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Private sector employment growth, 1998--2004: a panel analysis of British workplaces

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  • Alex Bryson
  • Satu Nurmi

Abstract

We explore factors affecting workplace survival and growth using nationally representative panel data for the British private sector. We address five policy-relevant questions. First, are young workplaces more vulnerable to closure and low growth than older 'like' workplaces? Second, are stand-alone workplaces more vulnerable than those belonging to multi-site firms? Third, do firms' human capital investments enhance survival and growth prospects? Fourth, do those who innovate go on to be more successful? Fifth, is there any evidence of creative job destruction? We discuss the implications for policy. Copyright The Author 2010. Published by Oxford University Press on behalf of the Cambridge Political Economy Society. All rights reserved., Oxford University Press.

Suggested Citation

  • Alex Bryson & Satu Nurmi, 2011. "Private sector employment growth, 1998--2004: a panel analysis of British workplaces," Cambridge Journal of Economics, Oxford University Press, vol. 35(1), pages 85-104.
  • Handle: RePEc:oup:cambje:v:35:y:2011:i:1:p:85-104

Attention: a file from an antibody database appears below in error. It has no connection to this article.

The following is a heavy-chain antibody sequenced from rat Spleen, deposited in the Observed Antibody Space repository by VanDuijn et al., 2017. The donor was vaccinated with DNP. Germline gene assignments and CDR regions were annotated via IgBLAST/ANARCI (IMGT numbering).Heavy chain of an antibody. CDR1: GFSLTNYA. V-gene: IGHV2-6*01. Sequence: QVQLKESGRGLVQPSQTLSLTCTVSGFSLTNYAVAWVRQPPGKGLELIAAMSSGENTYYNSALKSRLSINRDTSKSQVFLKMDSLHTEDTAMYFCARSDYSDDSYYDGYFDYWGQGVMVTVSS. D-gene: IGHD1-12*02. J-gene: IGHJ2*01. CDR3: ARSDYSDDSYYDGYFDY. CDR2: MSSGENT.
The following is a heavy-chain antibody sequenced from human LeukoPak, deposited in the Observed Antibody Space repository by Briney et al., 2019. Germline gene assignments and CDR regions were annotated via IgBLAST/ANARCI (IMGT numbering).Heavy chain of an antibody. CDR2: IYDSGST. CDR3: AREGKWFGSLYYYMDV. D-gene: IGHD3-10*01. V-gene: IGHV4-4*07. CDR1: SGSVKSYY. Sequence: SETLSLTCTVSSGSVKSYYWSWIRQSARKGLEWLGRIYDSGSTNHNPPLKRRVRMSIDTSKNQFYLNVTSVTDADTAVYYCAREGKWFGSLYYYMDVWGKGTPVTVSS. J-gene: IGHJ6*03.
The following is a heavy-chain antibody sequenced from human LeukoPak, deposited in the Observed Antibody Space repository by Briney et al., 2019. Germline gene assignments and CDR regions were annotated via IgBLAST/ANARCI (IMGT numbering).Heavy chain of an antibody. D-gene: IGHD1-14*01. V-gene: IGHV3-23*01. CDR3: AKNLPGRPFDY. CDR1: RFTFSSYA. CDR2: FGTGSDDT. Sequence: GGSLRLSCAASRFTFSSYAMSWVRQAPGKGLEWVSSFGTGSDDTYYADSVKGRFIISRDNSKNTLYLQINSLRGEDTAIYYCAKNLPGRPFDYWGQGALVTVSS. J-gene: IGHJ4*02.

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    File URL: http://hdl.handle.net/10.1093/cje/beq013
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    Cited by:

    1. Ebell, Monique, 2008. "Resurrecting the participation margin," LSE Research Online Documents on Economics 19570, London School of Economics and Political Science, LSE Library.
    2. Melanie K. Jones & Paul L. Latreille & Peter J. Sloane, 2016. "Job Anxiety, Work-Related Psychological Illness and Workplace Performance," British Journal of Industrial Relations, London School of Economics, vol. 54(4), pages 742-767, December.
    3. Alex Bryson & John Forth, 2016. "What Role Did Management Practices Play in SME Growth Post-recession?," DoQSS Working Papers 16-11, Department of Quantitative Social Science - UCL Institute of Education, University College London.
    4. L. Ngai & Roberto Samaniego, 2009. "Mapping prices into productivity in multisector growth models," Journal of Economic Growth, Springer, vol. 14(3), pages 183-204, September.
    5. repec:eso:journl:v:47:y:2016:i:2:p:213-245 is not listed on IDEAS

    More about this item

    JEL classification:

    • J21 - Labor and Demographic Economics - - Demand and Supply of Labor - - - Labor Force and Employment, Size, and Structure
    • J23 - Labor and Demographic Economics - - Demand and Supply of Labor - - - Labor Demand

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